Thursday, November 15, 2012

Voice of the Dollhouse God

It was "Listening to God," Class 2, and things moved into the garish pink zone on the weirdness scale. Thanksgiving and other obligations mean we won't be going back to the class, so it's time for summing up. The bottom line: I can't personally buy into the tiny, human-sized God the class has offered. But it has been very enlightening. Characterizing a God I can't believe in has helped me to start imagining a more astounding God that I could believe in.

The second class followed the same format as the first, beginning with singing. Couldn't help but recall the social psychology studies showing that activities performed in unison (think Marine boot-camp) subconsciously encourage people to form a cooperative group. Not to mention the endorphin-promotion from singing or the subtle suggestive influence of the lyrics: "I'm giving you my heart... I surrender all to you..." We had a few folks raising their opened hands.

This was followed by the sharing of "homework" -- to think about what God said to us during the week. Several people got up to describe how God had spoken to them, but no one described anything that had happened during the preceding week. One man said he'd once prayed to God for a job, and an hour later received a phone call, out of the blue, offering him a job he hadn't applied for. A woman discerned God's will in the fact that she had a smooth relocation to the UK from South Africa. "I prayed that if God didn't want us to move he would stop me," she said.

Another woman found comfort in her faith during her husband's cancer. Another testified she heard the voice of God in September, 1999, tell her to stop praying for her severely ill brother-in-law on October 1, when all would be well. That proved to be the date of his death. Rev Keith told us of a horrible abscessed tooth that had caused him great pain over a weekend when no dentist was available. "I asked the Lord to heal it." He did.

Then we were on to angels and other Signs. Rev Keith has never seen angels and was quite jealous that his son had seen one angel; his daughter-in-law saw TWO flying above his car. He recited a pile of Bible verses -- talking donkeys, burning bushes, and visions. "Our God can use any way to get our attention," Rev Keith said.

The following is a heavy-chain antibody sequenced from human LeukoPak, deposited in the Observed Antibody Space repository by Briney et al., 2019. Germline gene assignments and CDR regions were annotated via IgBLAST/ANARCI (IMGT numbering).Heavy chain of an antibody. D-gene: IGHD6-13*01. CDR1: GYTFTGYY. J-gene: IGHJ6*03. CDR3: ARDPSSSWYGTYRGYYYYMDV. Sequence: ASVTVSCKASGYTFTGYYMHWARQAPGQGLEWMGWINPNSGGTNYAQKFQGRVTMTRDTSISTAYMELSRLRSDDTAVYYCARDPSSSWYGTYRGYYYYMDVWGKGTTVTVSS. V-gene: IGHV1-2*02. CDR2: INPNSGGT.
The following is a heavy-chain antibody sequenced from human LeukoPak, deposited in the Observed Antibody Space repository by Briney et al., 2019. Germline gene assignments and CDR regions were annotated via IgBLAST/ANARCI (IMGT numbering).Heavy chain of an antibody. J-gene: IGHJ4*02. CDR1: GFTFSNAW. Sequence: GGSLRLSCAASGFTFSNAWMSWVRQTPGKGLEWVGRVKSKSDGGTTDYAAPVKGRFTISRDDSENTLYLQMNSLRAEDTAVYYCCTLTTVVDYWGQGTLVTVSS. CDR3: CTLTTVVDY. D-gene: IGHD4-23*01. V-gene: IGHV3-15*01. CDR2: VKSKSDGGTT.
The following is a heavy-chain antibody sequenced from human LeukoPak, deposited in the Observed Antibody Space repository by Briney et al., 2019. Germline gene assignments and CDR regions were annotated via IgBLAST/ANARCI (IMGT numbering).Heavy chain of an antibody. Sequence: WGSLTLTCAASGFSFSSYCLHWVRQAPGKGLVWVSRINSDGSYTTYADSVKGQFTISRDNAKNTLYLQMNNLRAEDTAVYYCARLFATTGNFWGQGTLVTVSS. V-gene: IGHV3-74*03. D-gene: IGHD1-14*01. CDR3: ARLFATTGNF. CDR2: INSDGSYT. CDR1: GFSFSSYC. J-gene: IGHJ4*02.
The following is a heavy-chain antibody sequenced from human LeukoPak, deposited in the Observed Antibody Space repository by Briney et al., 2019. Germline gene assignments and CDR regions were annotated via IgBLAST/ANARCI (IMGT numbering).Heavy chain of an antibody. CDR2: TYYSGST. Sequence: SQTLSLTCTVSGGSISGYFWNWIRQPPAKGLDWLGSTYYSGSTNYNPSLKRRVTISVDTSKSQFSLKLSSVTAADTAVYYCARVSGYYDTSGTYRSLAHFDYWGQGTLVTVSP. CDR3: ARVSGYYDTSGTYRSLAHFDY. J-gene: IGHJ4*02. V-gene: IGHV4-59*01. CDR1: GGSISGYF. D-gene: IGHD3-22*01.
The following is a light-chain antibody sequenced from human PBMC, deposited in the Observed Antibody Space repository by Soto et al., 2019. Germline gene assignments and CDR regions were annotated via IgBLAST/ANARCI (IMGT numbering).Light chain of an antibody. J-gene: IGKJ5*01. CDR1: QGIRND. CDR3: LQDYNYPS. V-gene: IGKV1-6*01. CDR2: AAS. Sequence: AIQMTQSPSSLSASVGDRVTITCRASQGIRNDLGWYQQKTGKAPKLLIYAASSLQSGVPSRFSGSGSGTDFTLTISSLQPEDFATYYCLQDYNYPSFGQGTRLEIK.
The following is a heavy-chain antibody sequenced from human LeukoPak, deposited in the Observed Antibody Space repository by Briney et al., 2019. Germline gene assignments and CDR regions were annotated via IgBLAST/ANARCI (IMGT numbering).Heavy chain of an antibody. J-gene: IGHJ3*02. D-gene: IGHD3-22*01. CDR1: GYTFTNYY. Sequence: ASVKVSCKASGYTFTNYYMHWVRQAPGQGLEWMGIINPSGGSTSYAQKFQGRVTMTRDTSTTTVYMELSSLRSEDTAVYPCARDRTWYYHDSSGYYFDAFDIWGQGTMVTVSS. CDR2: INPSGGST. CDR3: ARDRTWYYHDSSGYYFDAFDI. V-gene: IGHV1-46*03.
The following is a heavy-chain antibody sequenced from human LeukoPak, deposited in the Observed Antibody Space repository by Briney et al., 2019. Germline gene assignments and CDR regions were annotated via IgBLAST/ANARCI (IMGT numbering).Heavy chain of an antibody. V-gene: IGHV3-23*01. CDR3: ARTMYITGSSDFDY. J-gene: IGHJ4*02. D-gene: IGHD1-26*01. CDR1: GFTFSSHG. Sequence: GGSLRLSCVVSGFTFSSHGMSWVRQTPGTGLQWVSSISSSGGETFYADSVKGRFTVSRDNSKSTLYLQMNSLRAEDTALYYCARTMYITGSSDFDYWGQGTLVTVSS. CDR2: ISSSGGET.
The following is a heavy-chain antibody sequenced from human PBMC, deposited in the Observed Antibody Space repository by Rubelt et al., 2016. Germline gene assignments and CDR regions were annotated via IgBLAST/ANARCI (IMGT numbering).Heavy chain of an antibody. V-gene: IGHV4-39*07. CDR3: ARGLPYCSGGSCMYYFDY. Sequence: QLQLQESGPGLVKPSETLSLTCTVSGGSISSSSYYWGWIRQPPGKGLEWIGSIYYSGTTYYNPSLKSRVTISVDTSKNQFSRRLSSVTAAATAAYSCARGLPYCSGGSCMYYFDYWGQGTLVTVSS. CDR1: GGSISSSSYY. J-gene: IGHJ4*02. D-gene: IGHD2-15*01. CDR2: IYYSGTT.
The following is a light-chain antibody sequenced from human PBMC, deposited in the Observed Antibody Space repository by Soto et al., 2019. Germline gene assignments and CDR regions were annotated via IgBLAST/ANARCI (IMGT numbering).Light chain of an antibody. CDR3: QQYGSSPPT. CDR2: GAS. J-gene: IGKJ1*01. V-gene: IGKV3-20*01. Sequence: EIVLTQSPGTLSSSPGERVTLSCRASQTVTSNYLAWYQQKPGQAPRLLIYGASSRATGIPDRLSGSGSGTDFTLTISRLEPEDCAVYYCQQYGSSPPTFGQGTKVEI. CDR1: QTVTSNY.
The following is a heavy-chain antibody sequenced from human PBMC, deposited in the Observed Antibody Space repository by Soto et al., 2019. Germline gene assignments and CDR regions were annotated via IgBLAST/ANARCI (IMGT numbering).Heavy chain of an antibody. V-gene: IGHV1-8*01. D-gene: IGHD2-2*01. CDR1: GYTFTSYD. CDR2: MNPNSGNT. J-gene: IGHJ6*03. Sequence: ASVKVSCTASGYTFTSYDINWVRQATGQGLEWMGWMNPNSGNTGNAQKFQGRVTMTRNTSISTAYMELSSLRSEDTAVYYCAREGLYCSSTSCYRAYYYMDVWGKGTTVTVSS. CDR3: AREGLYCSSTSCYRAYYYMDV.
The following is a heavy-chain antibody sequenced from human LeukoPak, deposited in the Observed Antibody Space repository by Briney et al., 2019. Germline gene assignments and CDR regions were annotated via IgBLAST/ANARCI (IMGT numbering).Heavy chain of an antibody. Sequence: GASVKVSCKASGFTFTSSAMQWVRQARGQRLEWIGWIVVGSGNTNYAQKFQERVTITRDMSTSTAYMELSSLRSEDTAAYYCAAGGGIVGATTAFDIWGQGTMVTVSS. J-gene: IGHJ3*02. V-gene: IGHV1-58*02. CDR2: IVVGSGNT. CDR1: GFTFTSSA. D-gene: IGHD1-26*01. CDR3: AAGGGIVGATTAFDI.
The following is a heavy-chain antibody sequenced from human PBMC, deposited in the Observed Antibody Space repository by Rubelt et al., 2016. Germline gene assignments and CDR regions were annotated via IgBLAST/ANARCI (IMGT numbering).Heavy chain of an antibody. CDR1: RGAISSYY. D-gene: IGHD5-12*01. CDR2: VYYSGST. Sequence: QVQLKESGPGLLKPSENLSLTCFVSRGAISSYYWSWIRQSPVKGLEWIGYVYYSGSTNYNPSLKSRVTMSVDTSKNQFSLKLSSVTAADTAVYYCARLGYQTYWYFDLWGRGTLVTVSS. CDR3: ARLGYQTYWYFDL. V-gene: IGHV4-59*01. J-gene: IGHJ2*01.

Rev Keith admitted he had not personally "heard the audible voice of God," but had received lots of messages from God. For example, a large dragonfly had flown through his house and into a bedroom THREE TIMES on the very day his grand-daughter showed him a picture of a dragonfly in her children's Bible notes book. A buzzard had appeared in Rev Keith's garden on two consecutive mornings, just before he relocated. As he was leaving the old place, he drove by buzzards perched on THREE CONSECUTIVE TELEPHONE POLES. As if that weren't enough, three buzzards again appeared when he was sworn in at his new church.

Dear Husband bravely raised his hand and said that at the Naval chaplaincy where he worked, he saw God revealed all the time in the lives of the young soldiers who came in to chat. DH said he worried that if people spent their time listening for the earth-shaking, jaw-dropping testimony-inspiring signs and wonders, they might well miss the amazing everyday reflections of God.

The duo of teachers were somewhat dismissive of DH's observation but gave us their own caveats. They reminded us again that as we start to listen for God, there are three possible voices we might hear: our own, God's, or The Enemy's. But not to worry, the Bible, and the Living Word (the Holy Spirit), would see us through. Later we were urged not to spend time trying to figure out good vs. evil, but just to accept that the Lord is with us. We shouldn't argue with the message. "If the Lord wants to tell you something, he'll go on. Relax and trust that the spirit will guide you." Rev Nigel also advised us to be judicious in repeating God experiences. "Repeat it over and over and it loses its power, really, REALLY. Don't tell these stories lightly, as it leads to disillusion."